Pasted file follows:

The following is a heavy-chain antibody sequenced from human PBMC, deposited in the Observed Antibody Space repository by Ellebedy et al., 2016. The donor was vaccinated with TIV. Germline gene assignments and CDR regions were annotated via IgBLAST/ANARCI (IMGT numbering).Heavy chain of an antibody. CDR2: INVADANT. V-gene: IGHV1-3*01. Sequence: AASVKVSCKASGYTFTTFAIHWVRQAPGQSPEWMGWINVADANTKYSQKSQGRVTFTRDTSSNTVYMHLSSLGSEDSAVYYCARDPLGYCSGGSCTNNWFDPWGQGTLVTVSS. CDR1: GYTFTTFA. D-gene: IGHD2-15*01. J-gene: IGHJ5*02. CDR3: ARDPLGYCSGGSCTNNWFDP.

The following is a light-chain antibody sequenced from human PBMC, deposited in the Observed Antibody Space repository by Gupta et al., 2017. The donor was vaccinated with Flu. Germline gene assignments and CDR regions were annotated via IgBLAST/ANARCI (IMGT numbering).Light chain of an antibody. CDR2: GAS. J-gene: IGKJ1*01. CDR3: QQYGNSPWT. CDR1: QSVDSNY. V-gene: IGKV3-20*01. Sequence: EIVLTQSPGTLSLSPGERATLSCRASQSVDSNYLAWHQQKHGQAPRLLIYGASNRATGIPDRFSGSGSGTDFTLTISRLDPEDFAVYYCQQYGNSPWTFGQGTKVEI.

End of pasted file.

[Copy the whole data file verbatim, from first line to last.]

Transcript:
The following is a heavy-chain antibody sequenced from human PBMC, deposited in the Observed Antibody Space repository by Ellebedy et al., 2016. The donor was vaccinated with TIV. Germline gene assignments and CDR regions were annotated via IgBLAST/ANARCI (IMGT numbering).Heavy chain of an antibody. CDR2: INVADANT. V-gene: IGHV1-3*01. Sequence: AASVKVSCKASGYTFTTFAIHWVRQAPGQSPEWMGWINVADANTKYSQKSQGRVTFTRDTSSNTVYMHLSSLGSEDSAVYYCARDPLGYCSGGSCTNNWFDPWGQGTLVTVSS. CDR1: GYTFTTFA. D-gene: IGHD2-15*01. J-gene: IGHJ5*02. CDR3: ARDPLGYCSGGSCTNNWFDP.

The following is a light-chain antibody sequenced from human PBMC, deposited in the Observed Antibody Space repository by Gupta et al., 2017. The donor was vaccinated with Flu. Germline gene assignments and CDR regions were annotated via IgBLAST/ANARCI (IMGT numbering).Light chain of an antibody. CDR2: GAS. J-gene: IGKJ1*01. CDR3: QQYGNSPWT. CDR1: QSVDSNY. V-gene: IGKV3-20*01. Sequence: EIVLTQSPGTLSLSPGERATLSCRASQSVDSNYLAWHQQKHGQAPRLLIYGASNRATGIPDRFSGSGSGTDFTLTISRLDPEDFAVYYCQQYGNSPWTFGQGTKVEI.